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Page 43 text:
edcrilafion of Cummers
There is a growing awareness of the fact that English is ineffectively
taught in many of the schools of America. Too many graduates of high school,
and even of college, are, according to their employers, noticeably deficient in
their ability to use the language correctly and effectively. We realize at T. M.
I. that the ability to speak and write correctly, clearly, and forcefully, and the
knowledge of good literature are assets of tremendous value to any young man,
hence, we place at the top of the list of our academic objectives a strong pro-
gram of instruction in English.
The course of study is planned to emphasize the development of the
fundamental skills of reading, writing, and speaking the language and to meet
the requirements of college entrance. It embraces the study of grammar, usage,
theme writing, letter writing, spelling, vocabulary development, and literature.
Courses in corrective reading are offered for cadets who have reading diffi-
culties. Spelling and public speaking are emphasized. fSee below.j Webster's
"Collegiate Dictionary" and an excellent series of vocabulary workbooks are
used in all classes. Thoroughness and accuracy are stressed throughout the
Each cadet reads and studies in class and in outside reading as many of
the better books and classics as can be included in the course. The splendid
collection of well-chosen books which makes up our library is effectively used
both for required and voluntary reading. Orientation in the use of the library
is given to all new cadets during the first or second week of school each year,
and half of the study hall periods of each cadet are spent in the library. Use
of reference tools and all library aids to study and research is taught. Records
reveal an unusually high circulation of books per student.
SUB-FRESHMAN ENGLISH: Grammar: parts of speechg phrases, especially prepositionalg parts of the sen-
tence: sentence structure, diagramming and analysis of sentences. Definitions of
terms. Literature read for comprehension and interpretation. Vocabulary: assignments of words in literature and
in vocabulary workbook. Composition: letters, informal and formal, sentences and paragraphs: book reports:
ENGLISH I: Continuation of Grammar study: more detailed and advanced work of sub-freshman requirements:
Sentence structure and punctuation. Composition: letters and themes, stressing paragraph develop-
ment. Vocabulary exercises. Literature: anthology, including one novel and a Shakespearean play, usually
"As You Like It."
ENGLISH II: Study of more advanced grammar undertaken after review of first two years. Sentence struc-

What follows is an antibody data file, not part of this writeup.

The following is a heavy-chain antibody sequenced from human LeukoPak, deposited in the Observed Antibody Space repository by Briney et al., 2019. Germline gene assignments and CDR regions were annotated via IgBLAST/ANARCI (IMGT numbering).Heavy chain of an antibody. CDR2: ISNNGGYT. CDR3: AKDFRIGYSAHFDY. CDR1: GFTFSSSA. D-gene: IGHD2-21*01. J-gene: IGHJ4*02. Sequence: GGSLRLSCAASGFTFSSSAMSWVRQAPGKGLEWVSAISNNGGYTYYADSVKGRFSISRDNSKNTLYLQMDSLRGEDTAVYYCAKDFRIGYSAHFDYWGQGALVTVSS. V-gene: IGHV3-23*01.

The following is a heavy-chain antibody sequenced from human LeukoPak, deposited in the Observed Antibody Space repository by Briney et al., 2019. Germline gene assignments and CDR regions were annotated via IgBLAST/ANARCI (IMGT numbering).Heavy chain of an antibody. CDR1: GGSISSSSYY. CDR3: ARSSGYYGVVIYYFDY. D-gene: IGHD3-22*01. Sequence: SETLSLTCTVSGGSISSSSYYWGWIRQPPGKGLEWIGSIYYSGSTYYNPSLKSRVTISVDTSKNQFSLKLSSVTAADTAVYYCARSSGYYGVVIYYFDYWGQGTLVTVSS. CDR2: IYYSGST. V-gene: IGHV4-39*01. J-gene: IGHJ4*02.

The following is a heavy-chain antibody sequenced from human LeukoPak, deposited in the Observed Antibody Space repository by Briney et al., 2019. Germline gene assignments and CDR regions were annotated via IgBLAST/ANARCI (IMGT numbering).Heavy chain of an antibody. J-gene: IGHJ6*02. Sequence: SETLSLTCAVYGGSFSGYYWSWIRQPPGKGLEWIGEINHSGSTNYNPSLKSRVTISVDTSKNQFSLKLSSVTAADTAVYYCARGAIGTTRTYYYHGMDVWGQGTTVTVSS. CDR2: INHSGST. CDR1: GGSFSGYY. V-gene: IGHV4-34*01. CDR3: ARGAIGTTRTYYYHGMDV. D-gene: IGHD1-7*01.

ture, the paragraph, the longer theme, further mastery of rules of punctuation, vocabulary build-
ing exercises. Literature: Dickens's "A Tale of Two Cities" and Shakespeare's "Julius Caesar."
ENGLISH III: Grammar: Review and advanced work. Principles of good writing reviewed and applied in
frequently assigned, narrative, expository, and descriptive themes. American literature, with em-
phasis upon outstanding authors of the various periods, studied. Vocabulary exercises.
Page 42 text:
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Page 44 text:
ENGLISH IV: Principles and rules of usage, sentence structure, punctuation, and effective writing applied in
various types of themes, culminating in a research paper of some length. Vocabulary develop-
ment continued. English literature studied. A Shakespearean play and an English novel read in class,
SPELLING AND PUBLIC SPEAKING
All students in Tennessee Military Institute are required to study Spelling
and to have practice in Public Speaking. Spelling classes are taught on Wednesday
and Saturday of each week. The practice in Public Speaking is secured through
oral reports on research work done in the Library in classes in English and His-
tory. While these courses do not count as a unit toward a diploma, we regard
them as very valuable in preparing our boys for their work following school days.
Mental growth finds its beginning in the power to concentrate and to reason.
A man's ability is determined by the extent to which these powers have been
developed. The relation of the study of Mathematics to this growth and the
mental discipline derived from a mastery of its principles justify the importance
which we give this subject in our course.
Every cadet in Tennessee Military Institute is required to study Mathematics,
four full years' work being required in the course leading to Diploma "A". For
Diploma "B", designed to satisfy the requirements of the less exacting colleges,
this requirement is reduced to three years, two in Algebra and one in Geometry.
For further information concerning Mathematics requirements, see outline of
courses on page 57.
We believe that no man can consider himself broadly educated without
some acquaintance with the record of human achievement in the generations
that have preceded him, no matter how well informed he may be concerning
contemporary developments. An adequate course of study in the Social Sciences
is essential to proper educational development. We are offering currently a com-
prehensive course composed of Civics, World History, Geography, United States
History, Government, and Economics. These offerings give the student a choice
of courses suitable to each of his four years of high school work.
A knowledge of the Bible is one of the greatest educational assets any man
can have in addition to the moral and spiritual values resulting from the study.
In an earlier paragraph, we have expressed our conviction that character develop-
ment is the most important work of a school. No other course offered in this
school affords so great opportunities for laying the foundation of good and
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